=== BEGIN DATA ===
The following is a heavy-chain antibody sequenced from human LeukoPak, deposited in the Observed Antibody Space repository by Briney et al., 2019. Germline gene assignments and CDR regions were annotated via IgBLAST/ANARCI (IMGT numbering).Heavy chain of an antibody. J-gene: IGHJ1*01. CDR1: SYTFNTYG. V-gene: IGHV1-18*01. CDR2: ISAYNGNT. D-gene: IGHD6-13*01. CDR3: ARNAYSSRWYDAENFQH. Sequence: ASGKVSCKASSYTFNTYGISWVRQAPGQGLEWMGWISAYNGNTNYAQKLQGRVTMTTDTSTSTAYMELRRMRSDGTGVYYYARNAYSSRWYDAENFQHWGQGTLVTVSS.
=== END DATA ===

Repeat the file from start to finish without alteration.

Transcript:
The following is a heavy-chain antibody sequenced from human LeukoPak, deposited in the Observed Antibody Space repository by Briney et al., 2019. Germline gene assignments and CDR regions were annotated via IgBLAST/ANARCI (IMGT numbering).Heavy chain of an antibody. J-gene: IGHJ1*01. CDR1: SYTFNTYG. V-gene: IGHV1-18*01. CDR2: ISAYNGNT. D-gene: IGHD6-13*01. CDR3: ARNAYSSRWYDAENFQH. Sequence: ASGKVSCKASSYTFNTYGISWVRQAPGQGLEWMGWISAYNGNTNYAQKLQGRVTMTTDTSTSTAYMELRRMRSDGTGVYYYARNAYSSRWYDAENFQHWGQGTLVTVSS.